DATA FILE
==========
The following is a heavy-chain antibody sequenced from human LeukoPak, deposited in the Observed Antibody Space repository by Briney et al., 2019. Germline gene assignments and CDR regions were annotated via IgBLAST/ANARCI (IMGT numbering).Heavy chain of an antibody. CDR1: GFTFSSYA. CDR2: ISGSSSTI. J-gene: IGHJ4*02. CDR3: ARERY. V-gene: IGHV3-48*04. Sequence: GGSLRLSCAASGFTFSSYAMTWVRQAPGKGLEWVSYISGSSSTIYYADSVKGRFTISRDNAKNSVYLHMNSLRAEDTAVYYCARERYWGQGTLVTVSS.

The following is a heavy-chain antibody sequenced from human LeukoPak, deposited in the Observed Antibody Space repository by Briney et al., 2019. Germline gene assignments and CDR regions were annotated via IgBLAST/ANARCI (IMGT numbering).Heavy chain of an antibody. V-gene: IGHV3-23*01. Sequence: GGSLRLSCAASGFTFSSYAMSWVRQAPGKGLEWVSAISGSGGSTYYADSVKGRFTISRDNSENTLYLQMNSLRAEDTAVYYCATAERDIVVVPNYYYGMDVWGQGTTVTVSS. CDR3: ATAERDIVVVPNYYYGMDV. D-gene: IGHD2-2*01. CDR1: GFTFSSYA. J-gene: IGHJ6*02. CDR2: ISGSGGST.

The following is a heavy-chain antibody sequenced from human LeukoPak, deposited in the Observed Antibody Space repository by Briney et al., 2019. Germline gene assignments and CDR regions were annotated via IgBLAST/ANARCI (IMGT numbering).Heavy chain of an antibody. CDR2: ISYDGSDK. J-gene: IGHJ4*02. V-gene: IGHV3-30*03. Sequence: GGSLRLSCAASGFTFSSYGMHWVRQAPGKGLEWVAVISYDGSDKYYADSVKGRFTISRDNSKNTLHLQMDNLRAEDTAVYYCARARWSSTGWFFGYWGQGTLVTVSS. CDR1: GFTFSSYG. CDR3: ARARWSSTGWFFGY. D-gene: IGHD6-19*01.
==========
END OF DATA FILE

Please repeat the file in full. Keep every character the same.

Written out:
The following is a heavy-chain antibody sequenced from human LeukoPak, deposited in the Observed Antibody Space repository by Briney et al., 2019. Germline gene assignments and CDR regions were annotated via IgBLAST/ANARCI (IMGT numbering).Heavy chain of an antibody. CDR1: GFTFSSYA. CDR2: ISGSSSTI. J-gene: IGHJ4*02. CDR3: ARERY. V-gene: IGHV3-48*04. Sequence: GGSLRLSCAASGFTFSSYAMTWVRQAPGKGLEWVSYISGSSSTIYYADSVKGRFTISRDNAKNSVYLHMNSLRAEDTAVYYCARERYWGQGTLVTVSS.

The following is a heavy-chain antibody sequenced from human LeukoPak, deposited in the Observed Antibody Space repository by Briney et al., 2019. Germline gene assignments and CDR regions were annotated via IgBLAST/ANARCI (IMGT numbering).Heavy chain of an antibody. V-gene: IGHV3-23*01. Sequence: GGSLRLSCAASGFTFSSYAMSWVRQAPGKGLEWVSAISGSGGSTYYADSVKGRFTISRDNSENTLYLQMNSLRAEDTAVYYCATAERDIVVVPNYYYGMDVWGQGTTVTVSS. CDR3: ATAERDIVVVPNYYYGMDV. D-gene: IGHD2-2*01. CDR1: GFTFSSYA. J-gene: IGHJ6*02. CDR2: ISGSGGST.

The following is a heavy-chain antibody sequenced from human LeukoPak, deposited in the Observed Antibody Space repository by Briney et al., 2019. Germline gene assignments and CDR regions were annotated via IgBLAST/ANARCI (IMGT numbering).Heavy chain of an antibody. CDR2: ISYDGSDK. J-gene: IGHJ4*02. V-gene: IGHV3-30*03. Sequence: GGSLRLSCAASGFTFSSYGMHWVRQAPGKGLEWVAVISYDGSDKYYADSVKGRFTISRDNSKNTLHLQMDNLRAEDTAVYYCARARWSSTGWFFGYWGQGTLVTVSS. CDR1: GFTFSSYG. CDR3: ARARWSSTGWFFGY. D-gene: IGHD6-19*01.